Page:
Agwu AL, Fairlie L. Antiretroviral treatment, management challenges and outcomes in perinatally HIV-infected adolescents. J Int AIDS Soc. 2013 Jun 18;16:18579.
Three decades into the HIV/AIDS epidemic there is a growing cohort of perinatally HIV-infected adolescents globally. Their survival into adolescence and beyond represent one of the major successes in the battle against the disease that has claimed the lives of millions of children. This population is diverse and there are unique issues related to antiretroviral treatment and management. Drawing from the literature and experience, this paper discusses several broad areas related to antiretroviral management, including: 1) diverse presentation of HIV, (2) use of combination antiretroviral therapy including in the setting of co-morbidities and rapid growth and development, (3) challenges of cART, including nonadherence, resistance, and management of the highly treatment-experienced adolescent patient, (4) additional unique concerns and management issues related to PHIV-infected adolescents, including the consequences of longterm inflammation, risk of transmission, and transitions to adult care. In each section, the experience in both resource-rich and limited settings are discussed with the aim of highlighting the differences and importantly the similarities, to share lessons learnt and provide insight into the multi-faceted approaches that may be needed to address the challenges faced by this unique and resilient population.
Berry SA, Gebo KA, Rutstein RM, et al. Trends in hospitalizations among children and young adults with perinatally acquired HIV. Pediatr Infect Dis J. 2014 May;33(5):488-94.
While the declines in hospitalizations are reassuring, continued efforts are needed to address the persistently high infectious and non-infectious morbidity among PHIV patients. Innovative strategies may be most critical for 17-24 year-olds. Lack of increases in cardiovascular and renal admissions provides modest, preliminary reassurance against severe non-infectious complications from longstanding HIV infection and antiretroviral exposure.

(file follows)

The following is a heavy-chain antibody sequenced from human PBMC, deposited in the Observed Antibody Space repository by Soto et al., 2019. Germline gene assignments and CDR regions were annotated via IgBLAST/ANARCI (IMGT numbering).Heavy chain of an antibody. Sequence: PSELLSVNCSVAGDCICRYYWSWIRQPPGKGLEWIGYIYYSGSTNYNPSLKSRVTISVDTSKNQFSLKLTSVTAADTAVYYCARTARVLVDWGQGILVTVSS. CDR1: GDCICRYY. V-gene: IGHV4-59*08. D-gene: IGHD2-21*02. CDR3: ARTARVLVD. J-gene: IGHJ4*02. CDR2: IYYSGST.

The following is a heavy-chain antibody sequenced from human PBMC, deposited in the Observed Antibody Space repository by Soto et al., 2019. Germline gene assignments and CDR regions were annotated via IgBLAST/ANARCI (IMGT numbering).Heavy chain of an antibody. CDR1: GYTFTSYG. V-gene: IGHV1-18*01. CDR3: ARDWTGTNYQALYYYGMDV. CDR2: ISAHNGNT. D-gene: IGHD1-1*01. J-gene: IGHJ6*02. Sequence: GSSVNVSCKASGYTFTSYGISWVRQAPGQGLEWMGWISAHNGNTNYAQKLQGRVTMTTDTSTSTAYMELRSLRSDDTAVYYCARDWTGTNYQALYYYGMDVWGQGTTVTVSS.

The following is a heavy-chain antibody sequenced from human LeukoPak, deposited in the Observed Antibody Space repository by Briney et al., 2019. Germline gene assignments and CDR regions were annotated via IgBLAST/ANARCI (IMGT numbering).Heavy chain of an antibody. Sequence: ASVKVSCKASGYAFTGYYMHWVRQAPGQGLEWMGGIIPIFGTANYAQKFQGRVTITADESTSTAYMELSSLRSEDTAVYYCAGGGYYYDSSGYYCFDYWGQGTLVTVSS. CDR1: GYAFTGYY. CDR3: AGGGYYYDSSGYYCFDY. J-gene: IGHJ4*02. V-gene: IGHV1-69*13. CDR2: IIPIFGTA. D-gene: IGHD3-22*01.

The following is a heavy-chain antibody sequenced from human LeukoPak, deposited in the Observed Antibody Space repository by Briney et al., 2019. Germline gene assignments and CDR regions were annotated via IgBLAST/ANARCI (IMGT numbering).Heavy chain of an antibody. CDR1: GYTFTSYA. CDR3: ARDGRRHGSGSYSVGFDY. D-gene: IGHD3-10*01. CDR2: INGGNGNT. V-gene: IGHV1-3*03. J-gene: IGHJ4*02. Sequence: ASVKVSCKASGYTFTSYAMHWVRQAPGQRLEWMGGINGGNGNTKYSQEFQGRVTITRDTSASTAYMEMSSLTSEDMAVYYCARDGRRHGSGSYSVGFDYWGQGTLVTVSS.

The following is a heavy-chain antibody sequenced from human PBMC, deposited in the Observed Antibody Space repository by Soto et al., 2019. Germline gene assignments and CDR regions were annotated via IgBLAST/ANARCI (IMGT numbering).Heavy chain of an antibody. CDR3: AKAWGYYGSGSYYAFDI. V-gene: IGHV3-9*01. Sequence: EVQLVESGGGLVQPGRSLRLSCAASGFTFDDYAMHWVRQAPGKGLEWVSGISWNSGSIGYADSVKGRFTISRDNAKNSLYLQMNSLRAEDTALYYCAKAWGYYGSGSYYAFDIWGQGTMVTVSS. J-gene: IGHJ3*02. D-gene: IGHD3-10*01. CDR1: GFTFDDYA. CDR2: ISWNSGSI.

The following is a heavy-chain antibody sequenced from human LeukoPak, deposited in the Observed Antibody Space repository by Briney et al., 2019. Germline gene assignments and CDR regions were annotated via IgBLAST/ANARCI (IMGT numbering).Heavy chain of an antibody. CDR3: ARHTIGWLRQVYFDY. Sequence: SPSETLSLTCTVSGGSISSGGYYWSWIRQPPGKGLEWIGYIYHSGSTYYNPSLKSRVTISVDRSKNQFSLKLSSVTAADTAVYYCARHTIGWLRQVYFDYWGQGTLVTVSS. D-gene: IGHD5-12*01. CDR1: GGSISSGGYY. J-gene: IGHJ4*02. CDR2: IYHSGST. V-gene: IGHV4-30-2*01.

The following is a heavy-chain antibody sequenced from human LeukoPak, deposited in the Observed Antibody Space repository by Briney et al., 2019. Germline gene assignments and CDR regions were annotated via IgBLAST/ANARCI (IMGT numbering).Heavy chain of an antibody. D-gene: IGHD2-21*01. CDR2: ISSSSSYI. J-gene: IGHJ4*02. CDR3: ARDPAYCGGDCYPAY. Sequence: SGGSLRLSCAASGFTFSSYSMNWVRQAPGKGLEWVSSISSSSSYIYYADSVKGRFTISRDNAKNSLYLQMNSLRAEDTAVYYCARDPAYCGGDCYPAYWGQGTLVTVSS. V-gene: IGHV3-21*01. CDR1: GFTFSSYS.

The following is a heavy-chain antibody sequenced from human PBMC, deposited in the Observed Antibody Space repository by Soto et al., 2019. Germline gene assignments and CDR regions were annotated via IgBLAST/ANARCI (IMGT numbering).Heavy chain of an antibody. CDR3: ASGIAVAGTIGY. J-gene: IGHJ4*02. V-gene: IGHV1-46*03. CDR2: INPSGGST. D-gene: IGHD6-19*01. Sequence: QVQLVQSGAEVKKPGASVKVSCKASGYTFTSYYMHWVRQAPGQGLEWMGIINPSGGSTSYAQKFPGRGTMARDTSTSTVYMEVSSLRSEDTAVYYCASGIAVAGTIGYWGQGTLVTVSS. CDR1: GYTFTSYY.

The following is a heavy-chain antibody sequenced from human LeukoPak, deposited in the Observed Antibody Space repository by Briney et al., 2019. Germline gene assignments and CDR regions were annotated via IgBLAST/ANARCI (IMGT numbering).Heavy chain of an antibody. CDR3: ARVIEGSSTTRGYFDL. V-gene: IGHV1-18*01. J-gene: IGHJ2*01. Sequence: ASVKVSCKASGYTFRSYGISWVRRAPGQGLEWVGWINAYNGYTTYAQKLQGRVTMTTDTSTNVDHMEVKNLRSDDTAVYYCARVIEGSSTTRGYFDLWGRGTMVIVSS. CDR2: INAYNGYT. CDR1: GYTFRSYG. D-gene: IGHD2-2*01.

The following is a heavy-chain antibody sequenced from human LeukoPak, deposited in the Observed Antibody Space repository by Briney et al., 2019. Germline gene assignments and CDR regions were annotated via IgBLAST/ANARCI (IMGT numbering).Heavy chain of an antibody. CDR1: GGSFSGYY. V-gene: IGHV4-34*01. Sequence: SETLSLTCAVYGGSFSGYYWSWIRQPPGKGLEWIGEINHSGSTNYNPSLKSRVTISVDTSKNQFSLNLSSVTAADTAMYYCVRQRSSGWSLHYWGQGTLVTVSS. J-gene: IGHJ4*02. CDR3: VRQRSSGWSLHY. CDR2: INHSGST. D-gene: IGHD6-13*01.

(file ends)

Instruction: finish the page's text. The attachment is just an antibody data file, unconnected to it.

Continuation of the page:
Monge MC, Samples CL. Primary care for children and adolescents living with HIV. Curr Opin Pediatr. 2012 Aug;24(4):453-61.
In addition to standard age-appropriate healthcare maintenance, care of HIV-positive children and adolescents should have special emphasis on evaluation for possible cardiovascular and metabolic complications of HIV infection and its treatment. Goals of care are moving toward chronic disease management and improved long-term health.
Chu C, Selwyn PA. Complications of HIV infection: a systems-based approach. Am Fam Physician. 2011 Feb 15;83(4):395-406.
Patients with human immunodeficiency virus (HIV) infection often develop multiple complications and comorbidities. Opportunistic infections should always be considered in the evaluation of symptomatic patients with advanced HIV/AIDS, although the overall incidence of these infections has decreased. Primary care of HIV infection includes the early detection of some complications through screening at-risk and symptomatic patients with routine laboratory monitoring (e.g., comprehensive metabolic and lipid panels) and validated tools (e.g., the HIV Dementia Scale). Treatment of many chronic complications is similar for patients with HIV infection and those without infection; however, combination antiretroviral therapy has shown benefit for some conditions, such as HIV-associated nephropathy. For other complications, such as cardiovascular disease and lipoatrophy, management may include switching antiretroviral regimens to reduce exposure to HIV medications known to cause toxicity.
Ross AC, et al. Secondary complications and co-infections in the HIV-infected adolescent in the antiretroviral era. Curr Opin Infect Dis. 2011 Jun;24(3):212-8.
HIV-infected adolescents are at a high risk of sexually transmitted infections. A careful, age-appropriate and developmentally appropriate inquiry into the individual’s sexual behavior to assess risk is paramount, in addition to regular screening at medical visits. Treating co-infections is not only important for HIV-infected individuals, but also limits HIV transmission to others. In addition, monitoring and addressing modifiable secondary risk factors for complications such as renal disease, osteopenia or osteoporosis, and cardiovascular disease are critical, well before the onset of clinically apparent disease. Using antiretroviral therapy to suppress viral replication and inflammation appears to be a promising strategy for decreasing secondary complication risk, and likely overshadows the toxicities associated with the long-term use of certain antiretrovirals.
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